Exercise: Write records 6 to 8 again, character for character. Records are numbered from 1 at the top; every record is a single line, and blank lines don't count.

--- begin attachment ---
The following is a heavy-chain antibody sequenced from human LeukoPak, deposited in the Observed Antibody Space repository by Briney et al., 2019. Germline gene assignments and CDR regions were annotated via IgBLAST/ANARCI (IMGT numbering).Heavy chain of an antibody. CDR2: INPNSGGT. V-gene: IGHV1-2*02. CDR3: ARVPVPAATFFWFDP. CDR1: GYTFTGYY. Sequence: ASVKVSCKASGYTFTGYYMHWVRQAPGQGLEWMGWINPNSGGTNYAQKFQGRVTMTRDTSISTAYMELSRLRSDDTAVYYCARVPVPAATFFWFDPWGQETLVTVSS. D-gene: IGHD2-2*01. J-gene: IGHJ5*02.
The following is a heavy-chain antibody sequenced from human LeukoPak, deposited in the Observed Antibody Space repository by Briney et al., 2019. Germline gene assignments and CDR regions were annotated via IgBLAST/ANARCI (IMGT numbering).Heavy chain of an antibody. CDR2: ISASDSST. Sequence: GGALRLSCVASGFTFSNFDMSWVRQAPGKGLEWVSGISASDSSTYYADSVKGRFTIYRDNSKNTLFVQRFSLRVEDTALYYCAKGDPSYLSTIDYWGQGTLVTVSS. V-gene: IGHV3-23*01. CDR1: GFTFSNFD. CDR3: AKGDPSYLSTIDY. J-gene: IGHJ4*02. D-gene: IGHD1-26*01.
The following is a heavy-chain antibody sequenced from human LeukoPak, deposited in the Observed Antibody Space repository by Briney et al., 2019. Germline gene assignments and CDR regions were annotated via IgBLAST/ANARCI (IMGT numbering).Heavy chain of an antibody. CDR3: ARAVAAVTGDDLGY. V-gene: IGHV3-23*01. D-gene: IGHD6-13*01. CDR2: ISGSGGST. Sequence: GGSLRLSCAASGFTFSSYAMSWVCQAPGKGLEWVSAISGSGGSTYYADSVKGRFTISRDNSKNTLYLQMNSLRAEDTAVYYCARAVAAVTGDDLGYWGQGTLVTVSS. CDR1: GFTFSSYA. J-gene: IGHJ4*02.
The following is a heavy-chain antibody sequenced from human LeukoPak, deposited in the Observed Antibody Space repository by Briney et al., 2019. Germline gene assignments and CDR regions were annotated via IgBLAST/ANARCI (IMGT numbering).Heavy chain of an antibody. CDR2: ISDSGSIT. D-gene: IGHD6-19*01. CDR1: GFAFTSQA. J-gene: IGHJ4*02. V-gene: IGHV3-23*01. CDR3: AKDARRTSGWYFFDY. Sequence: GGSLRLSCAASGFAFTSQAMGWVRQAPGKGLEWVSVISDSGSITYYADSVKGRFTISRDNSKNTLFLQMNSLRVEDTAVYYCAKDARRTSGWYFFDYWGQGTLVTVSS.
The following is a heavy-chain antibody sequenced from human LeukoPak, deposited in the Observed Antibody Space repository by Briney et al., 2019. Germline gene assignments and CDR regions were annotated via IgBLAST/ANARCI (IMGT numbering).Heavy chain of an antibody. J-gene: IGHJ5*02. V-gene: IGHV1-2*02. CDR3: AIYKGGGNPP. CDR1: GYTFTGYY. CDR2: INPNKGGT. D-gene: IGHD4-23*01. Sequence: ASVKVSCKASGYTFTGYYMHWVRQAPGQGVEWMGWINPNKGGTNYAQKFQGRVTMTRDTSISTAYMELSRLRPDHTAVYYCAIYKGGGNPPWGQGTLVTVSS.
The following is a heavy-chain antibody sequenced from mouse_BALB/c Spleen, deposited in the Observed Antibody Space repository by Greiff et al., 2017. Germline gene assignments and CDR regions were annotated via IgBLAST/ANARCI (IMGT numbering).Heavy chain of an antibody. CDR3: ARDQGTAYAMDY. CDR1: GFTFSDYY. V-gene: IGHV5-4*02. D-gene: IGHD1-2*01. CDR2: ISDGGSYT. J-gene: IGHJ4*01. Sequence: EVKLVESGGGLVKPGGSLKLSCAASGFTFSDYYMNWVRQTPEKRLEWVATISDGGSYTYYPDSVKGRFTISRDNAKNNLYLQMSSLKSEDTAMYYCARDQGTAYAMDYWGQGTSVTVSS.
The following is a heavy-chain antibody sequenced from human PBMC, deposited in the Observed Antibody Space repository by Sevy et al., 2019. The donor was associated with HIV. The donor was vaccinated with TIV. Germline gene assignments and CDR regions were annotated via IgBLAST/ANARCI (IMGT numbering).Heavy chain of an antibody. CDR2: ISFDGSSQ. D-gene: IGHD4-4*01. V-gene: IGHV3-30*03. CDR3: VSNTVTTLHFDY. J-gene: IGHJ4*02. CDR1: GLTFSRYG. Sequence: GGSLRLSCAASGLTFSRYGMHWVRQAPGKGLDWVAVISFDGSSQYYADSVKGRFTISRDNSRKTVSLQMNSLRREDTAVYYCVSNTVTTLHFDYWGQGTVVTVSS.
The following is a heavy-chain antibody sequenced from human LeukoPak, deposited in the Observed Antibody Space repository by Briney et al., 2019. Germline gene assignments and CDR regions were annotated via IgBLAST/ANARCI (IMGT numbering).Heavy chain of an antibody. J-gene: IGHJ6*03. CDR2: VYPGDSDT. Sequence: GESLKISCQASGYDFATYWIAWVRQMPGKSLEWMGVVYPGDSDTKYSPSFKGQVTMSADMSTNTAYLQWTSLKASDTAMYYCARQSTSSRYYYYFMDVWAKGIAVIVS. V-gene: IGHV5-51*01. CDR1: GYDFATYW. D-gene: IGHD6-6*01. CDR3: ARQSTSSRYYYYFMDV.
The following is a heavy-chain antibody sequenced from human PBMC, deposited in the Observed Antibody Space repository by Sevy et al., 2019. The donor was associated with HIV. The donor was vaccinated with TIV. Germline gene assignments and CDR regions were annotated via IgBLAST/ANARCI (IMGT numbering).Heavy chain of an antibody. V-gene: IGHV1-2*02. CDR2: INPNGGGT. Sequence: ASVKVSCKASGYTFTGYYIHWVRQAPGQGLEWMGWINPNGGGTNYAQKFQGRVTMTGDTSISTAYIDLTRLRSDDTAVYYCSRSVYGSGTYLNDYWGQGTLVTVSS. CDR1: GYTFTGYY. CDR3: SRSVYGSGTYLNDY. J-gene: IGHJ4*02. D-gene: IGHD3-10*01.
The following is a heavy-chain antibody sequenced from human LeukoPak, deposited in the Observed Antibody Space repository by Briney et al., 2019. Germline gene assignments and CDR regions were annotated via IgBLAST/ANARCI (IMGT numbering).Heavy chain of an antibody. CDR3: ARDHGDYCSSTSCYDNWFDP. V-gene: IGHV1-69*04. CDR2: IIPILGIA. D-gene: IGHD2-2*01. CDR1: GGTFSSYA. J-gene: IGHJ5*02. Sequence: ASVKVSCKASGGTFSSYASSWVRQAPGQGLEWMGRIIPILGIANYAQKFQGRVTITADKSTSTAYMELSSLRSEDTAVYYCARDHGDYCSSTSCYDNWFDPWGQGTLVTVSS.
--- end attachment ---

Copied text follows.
The following is a heavy-chain antibody sequenced from mouse_BALB/c Spleen, deposited in the Observed Antibody Space repository by Greiff et al., 2017. Germline gene assignments and CDR regions were annotated via IgBLAST/ANARCI (IMGT numbering).Heavy chain of an antibody. CDR3: ARDQGTAYAMDY. CDR1: GFTFSDYY. V-gene: IGHV5-4*02. D-gene: IGHD1-2*01. CDR2: ISDGGSYT. J-gene: IGHJ4*01. Sequence: EVKLVESGGGLVKPGGSLKLSCAASGFTFSDYYMNWVRQTPEKRLEWVATISDGGSYTYYPDSVKGRFTISRDNAKNNLYLQMSSLKSEDTAMYYCARDQGTAYAMDYWGQGTSVTVSS.
The following is a heavy-chain antibody sequenced from human PBMC, deposited in the Observed Antibody Space repository by Sevy et al., 2019. The donor was associated with HIV. The donor was vaccinated with TIV. Germline gene assignments and CDR regions were annotated via IgBLAST/ANARCI (IMGT numbering).Heavy chain of an antibody. CDR2: ISFDGSSQ. D-gene: IGHD4-4*01. V-gene: IGHV3-30*03. CDR3: VSNTVTTLHFDY. J-gene: IGHJ4*02. CDR1: GLTFSRYG. Sequence: GGSLRLSCAASGLTFSRYGMHWVRQAPGKGLDWVAVISFDGSSQYYADSVKGRFTISRDNSRKTVSLQMNSLRREDTAVYYCVSNTVTTLHFDYWGQGTVVTVSS.
The following is a heavy-chain antibody sequenced from human LeukoPak, deposited in the Observed Antibody Space repository by Briney et al., 2019. Germline gene assignments and CDR regions were annotated via IgBLAST/ANARCI (IMGT numbering).Heavy chain of an antibody. J-gene: IGHJ6*03. CDR2: VYPGDSDT. Sequence: GESLKISCQASGYDFATYWIAWVRQMPGKSLEWMGVVYPGDSDTKYSPSFKGQVTMSADMSTNTAYLQWTSLKASDTAMYYCARQSTSSRYYYYFMDVWAKGIAVIVS. V-gene: IGHV5-51*01. CDR1: GYDFATYW. D-gene: IGHD6-6*01. CDR3: ARQSTSSRYYYYFMDV.